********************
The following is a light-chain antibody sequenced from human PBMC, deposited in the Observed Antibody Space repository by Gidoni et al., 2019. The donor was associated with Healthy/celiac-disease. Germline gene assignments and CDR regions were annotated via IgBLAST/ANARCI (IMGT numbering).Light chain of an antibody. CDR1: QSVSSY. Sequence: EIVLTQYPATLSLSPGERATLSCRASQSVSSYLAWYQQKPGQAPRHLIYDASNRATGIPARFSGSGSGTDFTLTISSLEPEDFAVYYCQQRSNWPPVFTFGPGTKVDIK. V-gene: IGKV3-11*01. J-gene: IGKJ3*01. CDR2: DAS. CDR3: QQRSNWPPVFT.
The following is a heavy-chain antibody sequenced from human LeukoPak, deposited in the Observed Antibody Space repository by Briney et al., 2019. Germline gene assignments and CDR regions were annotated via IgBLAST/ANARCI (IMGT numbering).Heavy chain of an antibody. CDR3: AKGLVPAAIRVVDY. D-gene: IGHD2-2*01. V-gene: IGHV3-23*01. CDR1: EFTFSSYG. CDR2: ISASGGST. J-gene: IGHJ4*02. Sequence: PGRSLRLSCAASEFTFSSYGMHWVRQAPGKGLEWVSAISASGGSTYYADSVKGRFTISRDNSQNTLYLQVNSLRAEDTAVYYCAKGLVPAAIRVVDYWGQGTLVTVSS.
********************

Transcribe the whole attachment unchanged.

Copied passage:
The following is a light-chain antibody sequenced from human PBMC, deposited in the Observed Antibody Space repository by Gidoni et al., 2019. The donor was associated with Healthy/celiac-disease. Germline gene assignments and CDR regions were annotated via IgBLAST/ANARCI (IMGT numbering).Light chain of an antibody. CDR1: QSVSSY. Sequence: EIVLTQYPATLSLSPGERATLSCRASQSVSSYLAWYQQKPGQAPRHLIYDASNRATGIPARFSGSGSGTDFTLTISSLEPEDFAVYYCQQRSNWPPVFTFGPGTKVDIK. V-gene: IGKV3-11*01. J-gene: IGKJ3*01. CDR2: DAS. CDR3: QQRSNWPPVFT.
The following is a heavy-chain antibody sequenced from human LeukoPak, deposited in the Observed Antibody Space repository by Briney et al., 2019. Germline gene assignments and CDR regions were annotated via IgBLAST/ANARCI (IMGT numbering).Heavy chain of an antibody. CDR3: AKGLVPAAIRVVDY. D-gene: IGHD2-2*01. V-gene: IGHV3-23*01. CDR1: EFTFSSYG. CDR2: ISASGGST. J-gene: IGHJ4*02. Sequence: PGRSLRLSCAASEFTFSSYGMHWVRQAPGKGLEWVSAISASGGSTYYADSVKGRFTISRDNSQNTLYLQVNSLRAEDTAVYYCAKGLVPAAIRVVDYWGQGTLVTVSS.